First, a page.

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By Eric Owusu · March 5, 2015
John Michael Hayes’ 1953 screenplay Rear Window gave us one of the greatest and most suspenseful films ever. It has several elements that have lent themselves well to pop culture, spoofs, and reimaginings in several forms of media. The main aspect of the screenplay and subsequent film that make it as iconic as it is, oddly enough, is the confined setting and closed-off feel it subjects audiences and its main protagonist to. Audiences love the suspense of it all, especially since it mainly takes place in two apartments and a New York City apartment building courtyard.
If you’re looking to craft a screenplay that has some of the claustrophobic elements that make Rear Window such a classic, I definitely advise you to first and foremost read the screenplay. Secondarily, follow these steps:
Set The Tone of the Screenplay
The opening action in the screenplay shows us the residents of L.B. Jefferies’ apartment building. But it does so via a long shot from the inside of Jefferies’ apartment, as if we are looking out of his window at all of his neighbors. Instead of us being in each resident’s apartment, Jefferies’ view of them from his apartment is the audiences’ view of and intro to them. It lets us know early that the candid watching of these neighbors is an important part of the screenplay and lends itself to the plot, themes, and tone of the action the audience will watch unfold.
It is important to set the tone of any screenplay early, but especially suspenseful ones, as in Rear Window. It lets the audience know what they’re in for, what they should be paying attention to and whose eyes we’ll be watching through.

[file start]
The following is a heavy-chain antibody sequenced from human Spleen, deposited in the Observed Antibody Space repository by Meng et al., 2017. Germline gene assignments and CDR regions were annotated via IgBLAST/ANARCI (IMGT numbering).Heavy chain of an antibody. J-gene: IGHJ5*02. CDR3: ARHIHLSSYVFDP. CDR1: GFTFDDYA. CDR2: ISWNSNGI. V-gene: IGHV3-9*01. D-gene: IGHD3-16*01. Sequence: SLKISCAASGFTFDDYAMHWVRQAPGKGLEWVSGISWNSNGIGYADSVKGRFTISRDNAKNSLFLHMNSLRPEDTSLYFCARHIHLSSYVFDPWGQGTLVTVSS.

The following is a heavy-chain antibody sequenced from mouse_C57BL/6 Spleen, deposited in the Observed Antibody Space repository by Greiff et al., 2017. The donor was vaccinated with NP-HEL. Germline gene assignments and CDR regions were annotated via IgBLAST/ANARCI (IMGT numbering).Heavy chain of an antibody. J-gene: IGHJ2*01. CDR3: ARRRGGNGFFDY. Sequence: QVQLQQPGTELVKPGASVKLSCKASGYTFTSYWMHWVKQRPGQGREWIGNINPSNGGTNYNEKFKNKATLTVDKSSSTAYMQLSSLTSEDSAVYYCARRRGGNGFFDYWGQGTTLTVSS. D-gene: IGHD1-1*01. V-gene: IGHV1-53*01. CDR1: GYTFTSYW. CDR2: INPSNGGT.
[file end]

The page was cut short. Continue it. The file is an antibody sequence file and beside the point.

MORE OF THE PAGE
Show The Protagonist’s Frustration
In Rear Window, Jefferies is watching his neighbors through the rear window of his apartment because he has a broken leg and can’t do much else. It is established early on that he broke his leg while on the job as a photographer, information that lends itself well to painting him as an active and inquisitive person. He isn’t shy about complaining sarcastically and frankly about his broken leg and being confined to his apartment for another week. Be sure to show not only the crappy situation your protagonist is in, but also their displeasure in regards to the situation.
There are other films where protagonists in tight and confined situations are obviously distraught because of their situations, like in 2010’s Buried and Devil. Those films feature a man buried alive with limited oxygen and a group of strangers trapped in elevator with the devil. With Rear Window, the stakes aren’t life and death until the final scenes, but it is still important to establish your protagonist’s hardship so that it can escalate and build into a Hitchcockian climax where their claustrophobic situation culminates into a harrowing scene.
Have the characters say why being pent up bothers them and show it in your scenes, rather than just having characters explain it with exposition.
Also, show the audience why the trapped protagonist has to get out of their situation. Jefferies wants to investigate his neighbor Thorwald, the antagonist, and see if anything nefarious is going on in Thorwald’s apartment. He can’t do that from his apartment so he asks his girlfriend Lisa to help him. Giving the protagonist a clear motivation to change their situation helps the audience see the urgency tied in with the protagonist achieving their goals and escaping their claustrophobic prison. And to go along with that…
Show the Obstacles They Face In Escaping
Towards the end of Rear Window, Jefferies puts his girlfriend and himself in grave danger. Thorwald almost does away with Lisa in his apartment and eventually almost kills Jefferies in his apartment. The theme of being enclosed in apartments rises to a boil in these moments of the screenplay. Both Lisa and Jefferies need to escape their enclosures to survive their situation when the antagonist blocks them in. When showing your protagonist attempt to save the day or escape danger, heighten the suspense with obstacles that make it seem like our hero or heroine is doomed.
It’s very difficult to convincingly convey suspense and terror on paper. These tips won’t guarantee you’ll get there, but they are certainly a good starting point. Include situations you’ve dealt with where your back was against the wall. Were you confined to a wheelchair? Stuck in a hospital bed? Elevator? Have you ever literally been stuck dangling from a window? Answer these questions in order to write your claustrophobic screenplay.